Modals and Passive Voice - Giving Advice

 

Another way to approach teaching modal auxiliary verbs is in context, for example, "How to give advice". This is especially useful for students of higher levels that have some knowledge of the various modal auxiliary verbs.


Below you can read feedback from an ITTT graduate regarding one section of their online TEFL certification course. Each of our online courses is broken down into concise units that focus on specific areas of English language teaching. This convenient, highly structured design means that you can quickly get to grips with each section before moving onto the next.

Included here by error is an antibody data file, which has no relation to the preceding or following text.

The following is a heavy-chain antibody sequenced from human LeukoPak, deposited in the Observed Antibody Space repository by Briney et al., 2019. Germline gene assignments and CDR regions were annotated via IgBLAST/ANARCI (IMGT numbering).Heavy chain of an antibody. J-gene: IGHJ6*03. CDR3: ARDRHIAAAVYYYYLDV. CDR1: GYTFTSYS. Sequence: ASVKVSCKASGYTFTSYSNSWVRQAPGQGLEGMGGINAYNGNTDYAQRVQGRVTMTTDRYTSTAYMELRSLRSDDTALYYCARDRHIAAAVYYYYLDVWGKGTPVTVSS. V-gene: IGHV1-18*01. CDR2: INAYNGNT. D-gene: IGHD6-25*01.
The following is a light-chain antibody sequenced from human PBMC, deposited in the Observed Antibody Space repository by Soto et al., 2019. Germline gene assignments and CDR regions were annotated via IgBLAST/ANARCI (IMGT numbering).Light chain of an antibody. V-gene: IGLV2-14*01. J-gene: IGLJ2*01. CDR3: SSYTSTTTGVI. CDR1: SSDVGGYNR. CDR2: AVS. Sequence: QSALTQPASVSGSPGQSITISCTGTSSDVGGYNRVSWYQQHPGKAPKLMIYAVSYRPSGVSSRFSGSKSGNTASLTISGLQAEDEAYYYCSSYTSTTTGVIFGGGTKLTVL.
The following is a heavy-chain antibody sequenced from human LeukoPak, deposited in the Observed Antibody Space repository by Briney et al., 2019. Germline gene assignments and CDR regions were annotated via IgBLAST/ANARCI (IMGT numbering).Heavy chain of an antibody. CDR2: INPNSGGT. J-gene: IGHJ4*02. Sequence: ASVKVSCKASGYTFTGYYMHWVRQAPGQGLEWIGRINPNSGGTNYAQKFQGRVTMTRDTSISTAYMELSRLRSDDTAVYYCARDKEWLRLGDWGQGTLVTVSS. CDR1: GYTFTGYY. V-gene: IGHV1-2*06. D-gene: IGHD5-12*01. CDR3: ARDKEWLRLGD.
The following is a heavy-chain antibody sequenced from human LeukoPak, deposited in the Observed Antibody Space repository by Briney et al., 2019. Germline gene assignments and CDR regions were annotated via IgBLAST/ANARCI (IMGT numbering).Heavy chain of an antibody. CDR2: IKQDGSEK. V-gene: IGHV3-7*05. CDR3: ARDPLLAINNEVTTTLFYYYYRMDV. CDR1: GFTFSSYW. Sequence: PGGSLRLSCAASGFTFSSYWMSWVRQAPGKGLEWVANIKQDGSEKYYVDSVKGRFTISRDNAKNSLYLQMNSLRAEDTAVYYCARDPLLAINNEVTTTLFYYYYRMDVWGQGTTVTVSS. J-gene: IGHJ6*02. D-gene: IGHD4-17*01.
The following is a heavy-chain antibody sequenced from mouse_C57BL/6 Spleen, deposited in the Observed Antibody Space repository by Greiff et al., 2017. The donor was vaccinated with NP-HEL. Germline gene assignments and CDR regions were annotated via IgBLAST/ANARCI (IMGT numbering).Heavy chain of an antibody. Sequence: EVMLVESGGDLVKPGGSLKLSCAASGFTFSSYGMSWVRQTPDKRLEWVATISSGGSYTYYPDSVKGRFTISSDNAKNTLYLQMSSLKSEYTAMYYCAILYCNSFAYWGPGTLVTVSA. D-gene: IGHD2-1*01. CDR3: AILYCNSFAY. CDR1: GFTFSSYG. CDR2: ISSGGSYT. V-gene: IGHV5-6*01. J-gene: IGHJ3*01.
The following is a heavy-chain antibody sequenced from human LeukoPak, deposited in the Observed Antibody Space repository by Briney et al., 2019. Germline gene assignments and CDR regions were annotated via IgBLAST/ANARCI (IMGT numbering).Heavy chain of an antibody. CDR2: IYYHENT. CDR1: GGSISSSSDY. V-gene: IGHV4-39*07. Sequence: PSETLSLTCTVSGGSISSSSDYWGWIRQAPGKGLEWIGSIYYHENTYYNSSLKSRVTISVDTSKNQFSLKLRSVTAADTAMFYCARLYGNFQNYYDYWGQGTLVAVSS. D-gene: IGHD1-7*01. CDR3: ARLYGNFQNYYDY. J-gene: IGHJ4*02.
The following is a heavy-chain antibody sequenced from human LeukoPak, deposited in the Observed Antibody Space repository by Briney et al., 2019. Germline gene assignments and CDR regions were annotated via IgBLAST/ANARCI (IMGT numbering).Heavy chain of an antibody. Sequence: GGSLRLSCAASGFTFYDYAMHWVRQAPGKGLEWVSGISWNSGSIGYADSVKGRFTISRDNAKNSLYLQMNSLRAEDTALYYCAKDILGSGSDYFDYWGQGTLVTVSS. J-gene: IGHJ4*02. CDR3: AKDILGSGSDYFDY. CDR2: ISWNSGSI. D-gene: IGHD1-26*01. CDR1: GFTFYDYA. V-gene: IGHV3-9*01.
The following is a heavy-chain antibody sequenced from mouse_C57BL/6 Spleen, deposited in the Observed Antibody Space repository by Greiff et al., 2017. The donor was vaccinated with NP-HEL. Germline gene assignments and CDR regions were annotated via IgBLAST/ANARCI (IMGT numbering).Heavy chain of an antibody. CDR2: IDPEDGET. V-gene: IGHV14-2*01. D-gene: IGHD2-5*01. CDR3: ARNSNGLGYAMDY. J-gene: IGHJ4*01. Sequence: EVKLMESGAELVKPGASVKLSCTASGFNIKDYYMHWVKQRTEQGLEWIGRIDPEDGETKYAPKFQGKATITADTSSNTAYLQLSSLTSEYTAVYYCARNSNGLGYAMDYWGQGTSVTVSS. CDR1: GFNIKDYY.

Unit 16 talks about conditionals and reported speech. Conditionals are statements that refer to past, present, and future possibilities. There are five main types of conditionals which are zero, first, second, third, and mixed conditional. The zero conditional deals with actions that are irrefutable by using \"if\" or \"when\" with no change in the meaning. The first conditional is used for a 'real' situation in the future that may be possible once the condition has been satisfied. The second conditional type is used for hypothetical situations that are not true and have a slim chance of being true. The third conditional deals with a hypothetical past action matched with a hypothetical result. As for mixed conditional this is a mixture of a second and a third conditional clause that alludes to a hypothetical past action or state and a hypothetical present consequence. These clauses can be quite confusing for students to learn. Because of this it would be favorable to have creative ways for the students to practice using the conditional clauses so they can learn to differentiate them. This can be done by giving them conditional sentences to complete, have students take turn finishing conditional statements for each other, create split sentences for them to match up, and give them conditional questions to discuss. For example, \"what if?\" questions would suffice. After the conditional portion of the unit there was information about reported and direct speech. This language skill would be taught to students so they could tell a third person about their conversation with someone else. For example, this language can be used in a situation where someone would tell their roommate when their other roommate would return home from a vacation after speaking to them. The statement could be, \"Ava said she would be home tomorrow evening.\" There are rules of how to change direct speech to reported speech and the table provided in the unit shows it in a clear and concise manner. The table's set-up is excellent to use to teach to students.


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